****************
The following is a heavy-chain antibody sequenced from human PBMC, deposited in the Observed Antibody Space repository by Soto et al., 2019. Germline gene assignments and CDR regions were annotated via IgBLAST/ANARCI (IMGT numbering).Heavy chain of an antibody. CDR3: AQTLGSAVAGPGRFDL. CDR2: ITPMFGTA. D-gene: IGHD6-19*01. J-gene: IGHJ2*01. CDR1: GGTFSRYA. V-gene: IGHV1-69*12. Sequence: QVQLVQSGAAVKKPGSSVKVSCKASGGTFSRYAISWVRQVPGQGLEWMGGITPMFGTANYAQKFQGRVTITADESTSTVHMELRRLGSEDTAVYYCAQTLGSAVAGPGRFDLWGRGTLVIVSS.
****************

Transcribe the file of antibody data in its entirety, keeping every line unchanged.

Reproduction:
The following is a heavy-chain antibody sequenced from human PBMC, deposited in the Observed Antibody Space repository by Soto et al., 2019. Germline gene assignments and CDR regions were annotated via IgBLAST/ANARCI (IMGT numbering).Heavy chain of an antibody. CDR3: AQTLGSAVAGPGRFDL. CDR2: ITPMFGTA. D-gene: IGHD6-19*01. J-gene: IGHJ2*01. CDR1: GGTFSRYA. V-gene: IGHV1-69*12. Sequence: QVQLVQSGAAVKKPGSSVKVSCKASGGTFSRYAISWVRQVPGQGLEWMGGITPMFGTANYAQKFQGRVTITADESTSTVHMELRRLGSEDTAVYYCAQTLGSAVAGPGRFDLWGRGTLVIVSS.